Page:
show Name That Tune , in which a contestant would say, “I can name that tune in four notes.” Well, a director like Eastwood might tell the story in only four shots, but they are magnificently perfect ones. And he might print only two circled takes of each shot (which means that only two completed shots are forwarded to the editor), but he is confident that the performance is the best it can be and that no more takes are needed. As actor Matt Damon said of Eastwood, “He’s so prepared and expects everyone else to be, and so there’s nothing wasted, ever. It’s a real lesson in how to run a super-efficient set.”

The other method of condensing your shot list so that you can make the day is to block the scene more efficiently. The way to do that is to try to make sure all of the movement by the actors in a scene is on the same axis , which allows you to shoot in two directions instead of four. And that means less lighting and fewer setups. In other words, in a two-person scene, both actors may move north and south, but not east and west. Another way to say it is that the actors can come closer to the camera or go farther away from the camera, but cannot go side-to-side in front of the camera. There is nothing to be gained by shooting all four directions, because as we know, every time the DP and his crew have to light in a different direction, it takes more of the director’s precious time. But sometimes it is necessary, given the scripted action or if there are multiple characters, to shoot in all four directions. All we’re saying here is that if you can block it on the same axis, it will serve you well. Playing all the action on the same axis will not dumb down the energy of the scene because it will still register with the audience as movement. The audience is not counting how many directions or shots it takes to tell the story. The audience is just caught up in performance, going along with the story.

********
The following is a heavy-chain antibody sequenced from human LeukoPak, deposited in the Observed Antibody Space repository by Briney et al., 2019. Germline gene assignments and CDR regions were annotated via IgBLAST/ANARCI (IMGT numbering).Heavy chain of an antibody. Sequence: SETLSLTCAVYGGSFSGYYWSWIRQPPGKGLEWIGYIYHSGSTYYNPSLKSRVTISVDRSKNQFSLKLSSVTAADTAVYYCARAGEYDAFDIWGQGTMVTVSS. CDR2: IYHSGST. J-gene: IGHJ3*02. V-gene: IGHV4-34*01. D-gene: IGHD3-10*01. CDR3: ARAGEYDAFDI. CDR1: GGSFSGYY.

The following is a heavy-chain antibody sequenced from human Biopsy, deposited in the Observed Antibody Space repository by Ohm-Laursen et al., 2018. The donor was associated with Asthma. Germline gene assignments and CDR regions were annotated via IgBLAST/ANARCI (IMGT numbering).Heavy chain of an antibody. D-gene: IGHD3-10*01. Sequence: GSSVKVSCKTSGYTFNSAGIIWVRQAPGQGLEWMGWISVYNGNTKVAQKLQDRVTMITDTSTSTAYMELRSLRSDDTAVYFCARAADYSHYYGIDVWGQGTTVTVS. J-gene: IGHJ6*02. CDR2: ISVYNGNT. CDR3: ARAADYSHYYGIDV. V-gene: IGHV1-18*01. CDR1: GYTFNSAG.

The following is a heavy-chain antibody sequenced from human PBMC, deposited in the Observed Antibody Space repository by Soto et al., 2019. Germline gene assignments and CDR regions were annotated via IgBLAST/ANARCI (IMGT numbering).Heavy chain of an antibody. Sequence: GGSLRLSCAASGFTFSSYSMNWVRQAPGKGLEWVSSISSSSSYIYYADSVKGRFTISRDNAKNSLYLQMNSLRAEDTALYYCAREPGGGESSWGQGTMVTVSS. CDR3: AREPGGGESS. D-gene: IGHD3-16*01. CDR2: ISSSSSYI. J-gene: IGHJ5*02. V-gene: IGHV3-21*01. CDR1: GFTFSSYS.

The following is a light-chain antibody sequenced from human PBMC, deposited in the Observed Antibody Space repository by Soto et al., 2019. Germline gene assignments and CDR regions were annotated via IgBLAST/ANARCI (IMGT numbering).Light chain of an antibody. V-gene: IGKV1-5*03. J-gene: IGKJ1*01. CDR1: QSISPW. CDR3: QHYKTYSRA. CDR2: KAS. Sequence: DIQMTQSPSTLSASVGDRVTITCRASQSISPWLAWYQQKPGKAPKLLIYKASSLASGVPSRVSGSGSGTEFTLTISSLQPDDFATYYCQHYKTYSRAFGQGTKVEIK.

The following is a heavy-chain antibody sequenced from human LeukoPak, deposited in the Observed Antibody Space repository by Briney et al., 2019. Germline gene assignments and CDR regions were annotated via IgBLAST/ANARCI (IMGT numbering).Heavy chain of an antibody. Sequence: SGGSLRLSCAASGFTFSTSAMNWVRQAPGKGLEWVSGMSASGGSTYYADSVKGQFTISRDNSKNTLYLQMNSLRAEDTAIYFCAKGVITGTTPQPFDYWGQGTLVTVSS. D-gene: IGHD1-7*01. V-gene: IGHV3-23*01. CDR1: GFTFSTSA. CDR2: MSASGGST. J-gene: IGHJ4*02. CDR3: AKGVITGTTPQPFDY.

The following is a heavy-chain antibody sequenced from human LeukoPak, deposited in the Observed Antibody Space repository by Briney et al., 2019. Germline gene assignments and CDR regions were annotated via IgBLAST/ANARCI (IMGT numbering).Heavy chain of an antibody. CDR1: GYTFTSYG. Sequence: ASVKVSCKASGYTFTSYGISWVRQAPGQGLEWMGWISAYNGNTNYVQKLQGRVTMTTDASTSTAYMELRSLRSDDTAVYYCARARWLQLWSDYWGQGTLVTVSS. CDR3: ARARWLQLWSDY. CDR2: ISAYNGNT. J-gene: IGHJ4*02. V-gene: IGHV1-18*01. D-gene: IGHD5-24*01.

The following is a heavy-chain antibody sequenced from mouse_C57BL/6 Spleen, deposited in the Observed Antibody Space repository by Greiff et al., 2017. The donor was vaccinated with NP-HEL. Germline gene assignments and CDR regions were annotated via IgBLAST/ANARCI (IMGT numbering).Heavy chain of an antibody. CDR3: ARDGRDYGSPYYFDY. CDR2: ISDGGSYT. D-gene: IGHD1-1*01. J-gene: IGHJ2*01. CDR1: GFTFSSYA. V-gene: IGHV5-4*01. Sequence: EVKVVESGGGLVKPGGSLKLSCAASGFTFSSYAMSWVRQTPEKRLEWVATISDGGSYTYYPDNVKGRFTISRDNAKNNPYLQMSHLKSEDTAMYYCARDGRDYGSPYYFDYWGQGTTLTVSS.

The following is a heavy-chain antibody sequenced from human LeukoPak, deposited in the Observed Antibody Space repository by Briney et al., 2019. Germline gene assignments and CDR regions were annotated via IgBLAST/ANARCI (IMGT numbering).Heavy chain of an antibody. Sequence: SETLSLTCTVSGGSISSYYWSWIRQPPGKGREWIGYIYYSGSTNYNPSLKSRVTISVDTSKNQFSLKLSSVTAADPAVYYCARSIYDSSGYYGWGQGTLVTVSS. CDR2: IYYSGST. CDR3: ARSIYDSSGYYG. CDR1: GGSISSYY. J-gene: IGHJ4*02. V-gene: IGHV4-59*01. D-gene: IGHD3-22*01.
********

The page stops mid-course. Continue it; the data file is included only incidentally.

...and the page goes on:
Bethany directed a scene in Brothers & Sisters that is a good model for the work process in prep, both on the director’s part and the 1st AD’s part. The script called for a happy occasion (a charity event) to turn bad when one of the main characters punched someone—the wrong someone. Below shows a script page from this scene. The undulating marks on the left side of the page are made by the script supervisor during production to indicate which lines of dialog were covered in which shot.

The marked script supervisor’s page 41 of the Brothers & Sisters script entitled “An Ideal Husband.” (Brothers & Sisters trademarks and copyrighted material have been used with the permission of ABC Studios.)

The script supervisor kept all the data about the coverage, including the slate, the shot description, how many takes, and so on as a facing page at the beginning of both scenes. Below shows these facing pages for this scene.

The script supervisor’s facing page 41 of the Brothers & Sisters script entitled “An Ideal Husband.” (Brothers & Sisters trademarks and copyrighted material have been used with the permission of ABC Studios.)

With the script and floor plan in hand, Bethany sketched a small version of the floor plan on her shot list page and gave each of her characters a starting point, then imagined where each of them would go during the scene.